# Neighbourhood (graph theory)

Last updated A graph consisting of 6 vertices and 7 edges
For other meanings of neighbourhoods in mathematics, see Neighbourhood (mathematics). For non-mathematical neighbourhoods, see Neighbourhood (disambiguation).

In graph theory, an adjacent vertex of a vertex v in a graph is a vertex that is connected to v by an edge. The neighbourhood of a vertex v in a graph G is the subgraph of G induced by all vertices adjacent to v, i.e., the graph composed of the vertices adjacent to v and all edges connecting vertices adjacent to v. For example, in the image to the right, the neighbourhood of vertex 5 consists of vertices 1, 2 and 4 and the edge connecting vertices 1 and 2.

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The neighbourhood is often denoted NG(v) or (when the graph is unambiguous) N(v). The same neighbourhood notation may also be used to refer to sets of adjacent vertices rather than the corresponding induced subgraphs. The neighbourhood described above does not include v itself, and is more specifically the open neighbourhood of v; it is also possible to define a neighbourhood in which v itself is included, called the closed neighbourhood and denoted by NG[v]. When stated without any qualification, a neighbourhood is assumed to be open.

Neighbourhoods may be used to represent graphs in computer algorithms, via the adjacency list and adjacency matrix representations. Neighbourhoods are also used in the clustering coefficient of a graph, which is a measure of the average density of its neighbourhoods. In addition, many important classes of graphs may be defined by properties of their neighbourhoods, or by symmetries that relate neighbourhoods to each other.

An isolated vertex has no adjacent vertices. The degree of a vertex is equal to the number of adjacent vertices. A special case is a loop that connects a vertex to itself; if such an edge exists, the vertex belongs to its own neighbourhood.

## Local properties in graphs In the octahedron graph, the neighbourhood of any vertex is a 4-cycle.

If all vertices in G have neighbourhoods that are isomorphic to the same graph H, G is said to be locally H, and if all vertices in G have neighbourhoods that belong to some graph family F, G is said to be locally F (Hell 1978, Sedláček 1983). For instance, in the octahedron graph, shown in the figure, each vertex has a neighbourhood isomorphic to a cycle of four vertices, so the octahedron is locally C4.

For example:

• Any complete graph Kn is locally Kn-1. The only graphs that are locally complete are disjoint unions of complete graphs.
• A Turán graph T(rs,r) is locally T((r-1)s,r-1). More generally any Turán graph is locally Turán.
• Every planar graph is locally outerplanar. However, not every locally outerplanar graph is planar.
• A graph is triangle-free if and only if it is locally independent.
• Every k-chromatic graph is locally (k-1)-chromatic. Every locally k-chromatic graph has chromatic number $O({\sqrt {kn}})$ ( Wigderson 1983 ).
• If a graph family F is closed under the operation of taking induced subgraphs, then every graph in F is also locally F. For instance, every chordal graph is locally chordal; every perfect graph is locally perfect; every comparability graph is locally comparable.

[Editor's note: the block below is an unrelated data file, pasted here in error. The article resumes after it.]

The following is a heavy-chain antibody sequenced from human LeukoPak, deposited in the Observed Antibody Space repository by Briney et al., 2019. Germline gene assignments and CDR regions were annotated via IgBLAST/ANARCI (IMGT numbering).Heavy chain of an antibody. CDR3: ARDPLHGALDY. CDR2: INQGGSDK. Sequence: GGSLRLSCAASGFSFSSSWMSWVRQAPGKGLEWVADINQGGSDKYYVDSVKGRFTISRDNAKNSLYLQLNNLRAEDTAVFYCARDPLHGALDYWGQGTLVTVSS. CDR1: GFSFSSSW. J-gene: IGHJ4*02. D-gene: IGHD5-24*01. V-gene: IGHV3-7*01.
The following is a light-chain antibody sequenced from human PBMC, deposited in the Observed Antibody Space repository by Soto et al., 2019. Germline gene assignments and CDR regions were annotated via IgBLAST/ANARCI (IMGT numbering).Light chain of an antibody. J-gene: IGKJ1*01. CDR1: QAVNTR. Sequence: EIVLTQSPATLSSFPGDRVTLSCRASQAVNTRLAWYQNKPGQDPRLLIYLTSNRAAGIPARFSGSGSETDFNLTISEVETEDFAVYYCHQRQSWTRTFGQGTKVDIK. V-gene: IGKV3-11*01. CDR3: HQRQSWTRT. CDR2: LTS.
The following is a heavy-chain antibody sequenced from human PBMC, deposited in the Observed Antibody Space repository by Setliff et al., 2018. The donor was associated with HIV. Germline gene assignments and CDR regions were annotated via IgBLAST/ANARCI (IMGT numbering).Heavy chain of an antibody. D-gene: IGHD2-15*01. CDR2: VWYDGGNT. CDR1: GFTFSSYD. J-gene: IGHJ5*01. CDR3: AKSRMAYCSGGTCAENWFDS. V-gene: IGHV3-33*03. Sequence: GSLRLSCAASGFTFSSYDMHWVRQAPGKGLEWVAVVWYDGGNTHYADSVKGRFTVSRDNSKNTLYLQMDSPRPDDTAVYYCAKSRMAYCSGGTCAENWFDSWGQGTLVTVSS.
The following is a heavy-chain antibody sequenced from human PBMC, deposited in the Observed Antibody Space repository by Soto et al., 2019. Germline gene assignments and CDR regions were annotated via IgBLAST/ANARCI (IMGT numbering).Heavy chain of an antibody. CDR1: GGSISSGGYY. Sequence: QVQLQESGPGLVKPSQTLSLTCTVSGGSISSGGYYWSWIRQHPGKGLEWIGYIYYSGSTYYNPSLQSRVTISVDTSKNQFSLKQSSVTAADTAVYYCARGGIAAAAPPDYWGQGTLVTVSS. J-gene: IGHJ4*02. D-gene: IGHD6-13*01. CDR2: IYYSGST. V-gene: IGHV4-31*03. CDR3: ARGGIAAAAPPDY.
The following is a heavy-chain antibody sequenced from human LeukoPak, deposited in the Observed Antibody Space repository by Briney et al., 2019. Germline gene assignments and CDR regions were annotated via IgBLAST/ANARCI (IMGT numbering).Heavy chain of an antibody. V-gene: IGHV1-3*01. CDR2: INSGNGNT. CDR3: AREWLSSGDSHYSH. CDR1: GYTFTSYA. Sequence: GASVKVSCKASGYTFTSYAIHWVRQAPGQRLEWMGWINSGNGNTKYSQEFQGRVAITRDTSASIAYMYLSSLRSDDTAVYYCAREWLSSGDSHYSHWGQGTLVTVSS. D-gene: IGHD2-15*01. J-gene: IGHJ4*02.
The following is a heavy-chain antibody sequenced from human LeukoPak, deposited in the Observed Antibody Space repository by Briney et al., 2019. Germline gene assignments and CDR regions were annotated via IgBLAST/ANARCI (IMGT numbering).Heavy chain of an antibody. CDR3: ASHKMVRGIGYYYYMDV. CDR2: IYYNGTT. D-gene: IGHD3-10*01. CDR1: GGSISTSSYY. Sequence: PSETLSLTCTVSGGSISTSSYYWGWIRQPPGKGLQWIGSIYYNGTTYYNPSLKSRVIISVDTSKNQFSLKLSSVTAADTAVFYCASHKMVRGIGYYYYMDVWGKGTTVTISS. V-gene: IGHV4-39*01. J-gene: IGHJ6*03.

• A graph is locally cyclic if every neighbourhood is a cycle. For instance, the octahedron is the unique connected locally C4 graph, the icosahedron is the unique connected locally C5 graph, and the Paley graph of order 13 is locally C6. Locally cyclic graphs other than K4 are exactly the underlying graphs of Whitney triangulations, embeddings of graphs on surfaces in such a way that the faces of the embedding are the cliques of the graph (Hartsfeld & Ringel 1991; Larrión, Neumann-Lara & Pizaña 2002; Malnič & Mohar 1992). Locally cyclic graphs can have as many as $n^{2-o(1)}$ edges ( Seress & Szabó 1995 ).
• Claw-free graphs are the graphs that are locally co-triangle-free; that is, for all vertices, the complement graph of the neighbourhood of the vertex does not contain a triangle. A graph that is locally H is claw-free if and only if the independence number of H is at most two; for instance, the graph of the regular icosahedron is claw-free because it is locally C5 and C5 has independence number two.
• The locally linear graphs are the graphs in which every neighbourhood is an induced matching ( Fronček 1989 ).

## Neighbourhood of a set

For a set A of vertices, the neighbourhood of A is the union of the neighbourhoods of the vertices, and so it is the set of all vertices adjacent to at least one member of A.

A set A of vertices in a graph is said to be a module if every vertex in A has the same set of neighbours outside of A. Any graph has a uniquely recursive decomposition into modules, its modular decomposition, which can be constructed from the graph in linear time; modular decomposition algorithms have applications in other graph algorithms including the recognition of comparability graphs.

## Related Research Articles

In graph theory, a planar graph is a graph that can be embedded in the plane, i.e., it can be drawn on the plane in such a way that its edges intersect only at their endpoints. In other words, it can be drawn in such a way that no edges cross each other. Such a drawing is called a plane graph or planar embedding of the graph. A plane graph can be defined as a planar graph with a mapping from every node to a point on a plane, and from every edge to a plane curve on that plane, such that the extreme points of each curve are the points mapped from its end nodes, and all curves are disjoint except on their extreme points.

Informally, the reconstruction conjecture in graph theory says that graphs are determined uniquely by their subgraphs. It is due to Kelly and Ulam.